Commish: Pac-12 would only support expanded playoff with automatic bids for conference champs

Pac-12 Commissioner Larry Scott speaks to reporters during the Pac-12 Conference women's NCAA college basketball media day, Monday, Oct. 7, 2019, in San Francisco. (AP Photo/D. Ross Cameron)
Pac-12 Commissioner Larry Scott's conference has had a team left out of the College Football Playoff four times in six years. (AP Photo/D. Ross Cameron)

Would the Pac-12 support an expanded playoff? According to commissioner Larry Scott, the conference would get behind the idea if every Power Five conference champion was included.

The Pac-12, as most college football fans know, has been the major conference left out of the four-team College Football Playoff field the most often through the first six years of the playoff’s existence. Oregon made the first playoff after the 2014 season and Washington made it following the 2016 season.

The conference was positioned for a third playoff team in six years in 2019 but No. 5 Utah lost to No. 13 Oregon in the Pac-12 title game. The Utes’ loss meant every team in the Pac-12 ended up with at least two losses.

Scott said Thursday in New York City that it was “harmful” to the league’s brand to miss the playoff so often. And that if the playoff expanded to, say, eight teams, the Pac-12 would want to make sure the champion would make it every year.

From the AP:

“And this year, to be the one league of the five that doesn't have a team in it, that's harmful to our positioning, our brand and everything we've got,” he said. “First and foremost, we've got to be better. And we're engaged in: Is there a better mousetrap going forward?”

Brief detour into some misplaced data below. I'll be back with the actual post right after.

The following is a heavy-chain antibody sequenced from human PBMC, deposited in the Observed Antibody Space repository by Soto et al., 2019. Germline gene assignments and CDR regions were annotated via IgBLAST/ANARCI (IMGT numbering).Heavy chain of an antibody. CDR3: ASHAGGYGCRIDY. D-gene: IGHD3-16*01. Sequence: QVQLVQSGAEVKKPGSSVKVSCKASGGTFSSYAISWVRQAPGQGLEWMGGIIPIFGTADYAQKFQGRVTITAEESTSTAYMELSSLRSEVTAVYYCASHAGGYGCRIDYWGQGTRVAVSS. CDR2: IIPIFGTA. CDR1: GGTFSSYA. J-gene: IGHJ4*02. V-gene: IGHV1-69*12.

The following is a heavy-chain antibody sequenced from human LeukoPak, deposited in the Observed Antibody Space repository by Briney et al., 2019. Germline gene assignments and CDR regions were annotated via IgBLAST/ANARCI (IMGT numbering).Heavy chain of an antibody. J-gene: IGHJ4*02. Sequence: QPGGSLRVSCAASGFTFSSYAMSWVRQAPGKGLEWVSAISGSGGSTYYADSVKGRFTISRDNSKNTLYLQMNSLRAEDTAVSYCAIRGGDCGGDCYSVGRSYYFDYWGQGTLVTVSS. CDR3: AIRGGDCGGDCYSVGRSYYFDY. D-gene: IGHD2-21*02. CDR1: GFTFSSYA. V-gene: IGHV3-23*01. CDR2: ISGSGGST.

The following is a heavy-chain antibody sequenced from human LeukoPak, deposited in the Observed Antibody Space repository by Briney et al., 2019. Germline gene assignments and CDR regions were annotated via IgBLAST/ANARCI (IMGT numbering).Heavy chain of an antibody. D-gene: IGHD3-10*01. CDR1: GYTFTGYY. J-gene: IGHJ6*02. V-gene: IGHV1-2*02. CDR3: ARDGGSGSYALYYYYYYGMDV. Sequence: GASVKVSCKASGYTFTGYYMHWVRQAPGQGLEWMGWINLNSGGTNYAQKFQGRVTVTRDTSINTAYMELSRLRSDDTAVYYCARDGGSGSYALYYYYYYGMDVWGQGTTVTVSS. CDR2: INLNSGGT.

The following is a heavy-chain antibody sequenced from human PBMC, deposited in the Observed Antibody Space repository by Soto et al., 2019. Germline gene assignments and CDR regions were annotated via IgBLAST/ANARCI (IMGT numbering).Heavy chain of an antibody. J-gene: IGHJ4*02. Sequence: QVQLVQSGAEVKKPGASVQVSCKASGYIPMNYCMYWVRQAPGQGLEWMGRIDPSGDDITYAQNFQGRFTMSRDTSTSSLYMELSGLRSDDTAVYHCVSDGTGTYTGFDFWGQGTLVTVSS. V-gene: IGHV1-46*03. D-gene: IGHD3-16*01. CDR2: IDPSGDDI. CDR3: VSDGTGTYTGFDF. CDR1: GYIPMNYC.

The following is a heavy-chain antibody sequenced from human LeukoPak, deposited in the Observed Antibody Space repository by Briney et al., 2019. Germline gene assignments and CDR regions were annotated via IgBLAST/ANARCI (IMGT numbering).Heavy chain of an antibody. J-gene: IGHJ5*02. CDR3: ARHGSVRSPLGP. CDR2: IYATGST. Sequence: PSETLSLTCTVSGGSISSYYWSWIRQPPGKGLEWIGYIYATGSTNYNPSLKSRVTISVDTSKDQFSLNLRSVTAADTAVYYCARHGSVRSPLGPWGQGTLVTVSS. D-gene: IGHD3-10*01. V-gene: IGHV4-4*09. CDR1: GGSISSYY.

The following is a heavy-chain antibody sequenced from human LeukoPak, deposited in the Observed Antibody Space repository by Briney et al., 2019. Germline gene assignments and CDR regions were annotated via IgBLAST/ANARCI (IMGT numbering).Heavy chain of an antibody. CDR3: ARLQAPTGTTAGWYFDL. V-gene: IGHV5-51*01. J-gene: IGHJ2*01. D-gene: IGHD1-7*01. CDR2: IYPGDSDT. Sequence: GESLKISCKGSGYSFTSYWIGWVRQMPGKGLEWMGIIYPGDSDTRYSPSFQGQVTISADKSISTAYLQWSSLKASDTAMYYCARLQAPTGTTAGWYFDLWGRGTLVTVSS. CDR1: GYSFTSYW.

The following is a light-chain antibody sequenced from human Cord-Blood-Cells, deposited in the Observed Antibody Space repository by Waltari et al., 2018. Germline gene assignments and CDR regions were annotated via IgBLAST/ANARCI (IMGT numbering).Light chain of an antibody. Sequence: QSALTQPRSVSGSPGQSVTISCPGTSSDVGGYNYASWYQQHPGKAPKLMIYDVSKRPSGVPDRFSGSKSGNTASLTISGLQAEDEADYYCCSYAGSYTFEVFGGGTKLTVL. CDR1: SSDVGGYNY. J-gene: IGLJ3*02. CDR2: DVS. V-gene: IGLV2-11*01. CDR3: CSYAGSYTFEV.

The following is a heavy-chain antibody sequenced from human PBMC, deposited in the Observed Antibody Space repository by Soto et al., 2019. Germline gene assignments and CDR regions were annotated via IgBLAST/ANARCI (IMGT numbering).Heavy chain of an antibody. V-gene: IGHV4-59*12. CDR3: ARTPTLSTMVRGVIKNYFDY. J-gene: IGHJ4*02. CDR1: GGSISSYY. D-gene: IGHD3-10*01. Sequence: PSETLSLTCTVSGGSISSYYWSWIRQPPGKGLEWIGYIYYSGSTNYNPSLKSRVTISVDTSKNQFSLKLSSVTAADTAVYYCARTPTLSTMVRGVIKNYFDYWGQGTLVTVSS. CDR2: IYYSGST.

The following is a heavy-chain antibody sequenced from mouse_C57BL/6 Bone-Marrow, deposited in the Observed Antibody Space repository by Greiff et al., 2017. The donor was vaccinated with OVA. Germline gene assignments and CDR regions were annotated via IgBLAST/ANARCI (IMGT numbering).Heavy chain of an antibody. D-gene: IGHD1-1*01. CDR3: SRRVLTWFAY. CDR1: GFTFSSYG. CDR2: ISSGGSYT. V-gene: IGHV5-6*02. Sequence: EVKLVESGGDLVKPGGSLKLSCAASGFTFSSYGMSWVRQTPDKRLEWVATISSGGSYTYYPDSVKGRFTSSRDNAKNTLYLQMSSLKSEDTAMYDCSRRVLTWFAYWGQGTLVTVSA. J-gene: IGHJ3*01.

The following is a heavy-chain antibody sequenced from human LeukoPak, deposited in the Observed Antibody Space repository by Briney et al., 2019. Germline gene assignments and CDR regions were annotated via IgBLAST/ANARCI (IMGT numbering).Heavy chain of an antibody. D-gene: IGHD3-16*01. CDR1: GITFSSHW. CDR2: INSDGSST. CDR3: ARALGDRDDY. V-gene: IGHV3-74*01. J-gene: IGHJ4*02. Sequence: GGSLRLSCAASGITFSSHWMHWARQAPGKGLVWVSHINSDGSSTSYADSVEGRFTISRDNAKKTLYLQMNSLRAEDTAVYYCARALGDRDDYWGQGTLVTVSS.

Scott said the Pac-12 would only support expansion if it meant guaranteeing spots for the champions of each Power Five conference. The Pac-12 would also be protective of the Rose Bowl, its longtime partner and a showcase that dates to 1902.

Scott is right, the Pac-12 has to be better. Or, maybe instead of better, the Pac-12 just needs to have a team capable of getting through a season with one loss more often. The league is deep; every team won at least four games in 2019. But a conference full of teams who have a chance at bowl eligibility with two weeks remaining has little to no impact on the playoff.

And maybe that’s why the Pac-12 would want an eight-team playoff with a guaranteed bid. Though given the Pac-12’s luck with a playoff format it’d have a 7-5 team pull an upset over an 11-1 team in the title game to get that automatic bid.

The current four-team playoff is locked in through 2026. That could change if conferences get antsy and want to make changes before the end of that contract but, at the moment, it looks likely that a four-team playoff is here to stay for the immediate future.

Making the playoff and getting the revenue that comes with it is more vital for the Pac-12 than it is for any other major conference. The Pac-12 Network has struggled for distribution and relevancy since its inception. The ACC Network became the fourth conference-based network when it launched over the summer and — thanks to ESPN’s stake — immediately became more widely available than the Pac-12 Network.

Of course, we’re not having this conversation if Utah wins and stays ahead of Oklahoma in the playoff rankings. Instead, the Utes’ failure and Oregon’s loss in Week 13 at Arizona State mean Scott has to once again answer questions about his conference’s playoff status.

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Nick Bromberg is a writer for Yahoo Sports

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